Bovelander: ‘India close to winning a serious medal’

Dutch hockey legend Floris Jan Bovelander believes India must develop several coaches with the understanding of international hockey for the long-term benefit of Indian hockey.

Floris Jan Bovlander... “You can be proud when a foreign coach makes the Indian team champion but an Indian coach would even be better.”   -  Manob Chowdhury

Dutch hockey legend Floris Jan Bovelander believes India should ready a batch of home grown coaches to take its National teams forward. Bovelander said India must develop several coaches with the understanding of international hockey.

“I think (National men's team coach) Roelant Oltmans is doing a great job. In the end, we should not stay (for long). There should be some Indian coaches who develop as international coaches,” he said.

“Harendra Singh (who guided India to Junior World Cup title) is the perfect example of understanding the modern way of hockey. He is good and can make India proud. You can be proud when a foreign coach makes the Indian team champion but an Indian coach would even be better,” said Bovelander, who was here on Sunday on the conclusion of a school hockey festival promoted by Tata Trusts and his own company Bovelander and Bovelander.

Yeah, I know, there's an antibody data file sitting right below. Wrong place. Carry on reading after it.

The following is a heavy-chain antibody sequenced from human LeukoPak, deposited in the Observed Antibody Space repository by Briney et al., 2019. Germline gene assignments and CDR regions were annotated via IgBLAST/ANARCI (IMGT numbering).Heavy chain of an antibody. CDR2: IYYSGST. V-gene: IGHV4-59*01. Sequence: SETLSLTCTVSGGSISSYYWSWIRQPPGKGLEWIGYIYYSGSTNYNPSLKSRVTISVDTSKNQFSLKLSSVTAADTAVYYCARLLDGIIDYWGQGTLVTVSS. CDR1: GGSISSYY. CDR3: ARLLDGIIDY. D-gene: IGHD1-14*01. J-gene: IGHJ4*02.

“It takes a long time. Belgium, which played the Olympic final, took 15 years (sic) setting up structured hockey, talent scouting, lay a lot of pitches, hire foreign coaches and they developed. It will take 10-15 years. You have had your 10 years of investment and hopefully for you there will be some results, even better results than what we have seen.

“Hopefully in the World Cup next year, they reach the semifinals. They are really close to winning a serious medal. Of course, they have won the Asian Games gold medal, a World League medal and a Champions Trophy medal. But they need one at the Olympics and the World Cup. That's what really counts.”

Bovelander said a mix of discipline and opportunism would be the best model to take Indian hockey forward. “I was really impressed seeing some of the Under-21 (World Cup) matches in Lucknow. I was impressed with some Indian players. In Europe, we get strict in discipline, in tactics. In India, the right mix will be discipline and chaotic life and unstructured hockey, where you see opportunity and (have a) go (at it). That mix can be the new hockey. Of course, you need some discipline. If you combine that with your opportunism, then India can rule world again,” said the renowned penalty corner expert.